Good cabernets are getting ever more expensive: $100, $200, $300 are regular prices out of Napa Valley and in Bordeaux, especially for new labels primping for cult-worthy status.
Deep, rich, and power-packed, cabernet has plenty of appeal. It’s the ultimate meat wine, the mainstay of auctions, and at the top of the heap when it comes to red wines that age and age and age. (I’ve tasted 100-year-old bottles that were still going strong.)
Why is it so expensive? Location, location, location. In Napa, the high cost of vineyard land results in grapes selling for $10,000 a ton and up, 10 times more than, say, grenache. Add in the cost of aging in new French oak barrels, which sets winemakers back $800 to $1,000 per. And, of course, there’s a serious snob factor.
So look to such places as Chile, Washington State, Australia, and South Africa, where land is cheaper, and to less-well-known California names. Surprisingly, if you go beyond the famous ultra-expensive crus classés, Bordeaux remains the biggest source of bargain cabernet around.
Here are 15 excellent bottles:
2014 Foxglove Cabernet ($18): The Varner brothers, best known for superb Santa Cruz Mountain pinots, also make this bold, plummy cabernet super bargain (I’ve actually seen it for $12) from Paso Robles grapes. Ageing mostly in stainless-steel tanks keeps the wine juicy, charming, and ready to drink.
2014 Château du Raux ($20): This spicy, smooth 50 percent cab, 50 percent merlot blend from the heart of the Medoc will make its debut on U.S. shelves in May. It’s a terrific example of the bargains coming from Bordeaux and overdelivers for the price.
2015 Agnès et René Mosse Anjou Rouge ($22): This cabernet sauvignon-cabernet franc blend from a renowned biodynamic producer in the Loire Valley has lively aromas of violets and rose petals and delivers a lot of bright red fruit flavors.
2014 Château Sociando-Mallet ($26): The wine from this château in the north Medoc is always a steal, and the 2014 is intense, rich, and polished, with more subtlety than usual and plenty of aging potential.
2014 Andrew Will Cellars Columbia Valley Cabernet Sauvignon ($35): Big, broad, layered, mouth filling, this rich red is an excellent example of how cabernet thrives in Washington State. Winemaker Chris Camarda’s single vineyard wines are superb, but this entry-level cab blended from two top vineyards, with floral and licorice notes, is stunning for the price.
2014 Ramey Cellars Napa Valley Claret ($36): Dave Ramey has always been a source of top (and expensive) chardonnays, but this cabernet-based blend is one of his most interesting wines in this classic vintage. Soft and easy-drinking, with just the right dollop of oak aging, it’s ready to drink right now.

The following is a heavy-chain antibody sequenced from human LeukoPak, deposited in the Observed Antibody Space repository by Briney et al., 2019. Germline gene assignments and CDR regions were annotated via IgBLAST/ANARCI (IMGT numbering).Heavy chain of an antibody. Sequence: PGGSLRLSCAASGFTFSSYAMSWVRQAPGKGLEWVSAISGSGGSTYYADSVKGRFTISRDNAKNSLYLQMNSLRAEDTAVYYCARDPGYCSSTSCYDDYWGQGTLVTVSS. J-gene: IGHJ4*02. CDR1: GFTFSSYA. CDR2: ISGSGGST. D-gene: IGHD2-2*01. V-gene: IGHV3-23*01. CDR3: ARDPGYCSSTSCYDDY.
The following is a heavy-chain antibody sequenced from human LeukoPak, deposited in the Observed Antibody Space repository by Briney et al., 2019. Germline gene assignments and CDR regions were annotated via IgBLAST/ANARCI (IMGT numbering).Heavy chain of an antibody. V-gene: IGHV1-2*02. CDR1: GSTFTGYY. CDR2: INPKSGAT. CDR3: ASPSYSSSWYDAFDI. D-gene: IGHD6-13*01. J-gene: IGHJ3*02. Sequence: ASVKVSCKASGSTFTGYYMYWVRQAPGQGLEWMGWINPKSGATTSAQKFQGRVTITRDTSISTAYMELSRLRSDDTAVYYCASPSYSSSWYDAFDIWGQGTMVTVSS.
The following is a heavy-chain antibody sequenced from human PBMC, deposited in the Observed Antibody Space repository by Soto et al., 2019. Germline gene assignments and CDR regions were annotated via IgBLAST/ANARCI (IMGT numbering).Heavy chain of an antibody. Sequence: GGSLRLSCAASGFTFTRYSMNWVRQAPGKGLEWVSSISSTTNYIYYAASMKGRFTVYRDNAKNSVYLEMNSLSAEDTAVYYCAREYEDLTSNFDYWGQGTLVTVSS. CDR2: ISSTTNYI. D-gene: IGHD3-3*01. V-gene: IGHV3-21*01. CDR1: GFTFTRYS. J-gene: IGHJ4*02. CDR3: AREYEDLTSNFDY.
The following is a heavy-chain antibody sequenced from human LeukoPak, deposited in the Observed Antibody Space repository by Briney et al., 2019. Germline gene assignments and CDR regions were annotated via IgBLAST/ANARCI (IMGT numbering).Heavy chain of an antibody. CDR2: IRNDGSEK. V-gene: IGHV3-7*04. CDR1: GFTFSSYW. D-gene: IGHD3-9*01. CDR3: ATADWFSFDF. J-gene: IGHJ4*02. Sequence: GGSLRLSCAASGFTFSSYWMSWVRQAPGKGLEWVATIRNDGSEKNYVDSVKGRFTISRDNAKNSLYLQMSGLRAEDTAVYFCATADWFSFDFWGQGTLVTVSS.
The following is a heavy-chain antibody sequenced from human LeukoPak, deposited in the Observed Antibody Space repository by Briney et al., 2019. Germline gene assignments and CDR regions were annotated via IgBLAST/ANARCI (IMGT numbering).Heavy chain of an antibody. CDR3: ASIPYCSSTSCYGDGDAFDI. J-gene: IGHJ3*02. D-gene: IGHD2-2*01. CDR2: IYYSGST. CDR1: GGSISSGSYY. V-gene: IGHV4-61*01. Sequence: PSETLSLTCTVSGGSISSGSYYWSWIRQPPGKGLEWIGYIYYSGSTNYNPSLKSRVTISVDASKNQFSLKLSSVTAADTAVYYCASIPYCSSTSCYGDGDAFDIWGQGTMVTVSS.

NV12 Cain Cuvée ($36): This lighter cab-merlot blend, a combination of warm vintage 2012 and cool 2011, is lively and complex. Winemaker Chris Howell, who has run the Spring Mountain winery for decades, gets the grapes from several Napa locations.
2013 Domaine Eden ($37): This red from the Santa Cruz Mountains remains one of California’s classic cabernet values. The second label from more famous Mt. Eden, it’s beautifully deep, succulent, and sophisticated, with aromas of fruit and tobacco and gentle spice flavors.
2014 Laurel Glen Counterpoint ($39): Sonoma is not as famous for cabernet as Napa, but this estate high on Sonoma Mountain has been dedicated to making it since 1981. Counterpoint, the second wine, has aromas of dried herbs and flavors of dark berries.
2013 Wynns Cabernet Sauvignon Black Label ($40): The first vintage of this widely available Australian red from Coonawarra was 1954, and although it is reasonably priced, it has found success at auction. Succulent, richly fruity, with notes of licorice and aromas of berries and violets, it’s also powerful and structured enough for long aging.
2013 Vasse Felix Estate Cabernet Sauvignon ($40): Australia’s Margaret River region south of Perth is a wine paradise for cabernet grapes. This winery is the region’s founding estate, and its medium-bodied red is savory and fruity, with wonderful fruit and spice notes and a plush texture.
2013 Catena Zapata Catena Alta Cabernet Sauvignon ($45): Before Argentina made the malbec grape a star, this pioneering winery was making old-world-style cabernets from high-altitude vineyards. There are several cuvées; this one echoes Bordeaux with excellent balance and a long, long aftertaste.
2013 Lewelling Vineyards Cabernet Sauvignon ($45): The Wight family has been making cabernet south of St. Helena in the Napa Valley for a couple of decades, near a host of more famous players. This silky textured 2013, from a top vintage, is a better buy than its single-vineyard cab.
2013 Gramercy Cellars Columbia Valley Cabernet Sauvignon ($50): This elegant red shows what a great source Washington State is for good-value cabernet. This one is made by a master sommelier who founded his Walla Walla winery in 2005.
2012 Leeuwin Estate Art Series Cabernet Sauvignon ($50): Sadly, many of Western Australia’s top cabs are hard to find outside the country. This one, from the Margaret River region, is not. It’s packed with layers of savory flavors—fruit, cedar, and tobacco—and has the kind of structure you need for aging.
News by Bloomberg, edited by Hospitality Ireland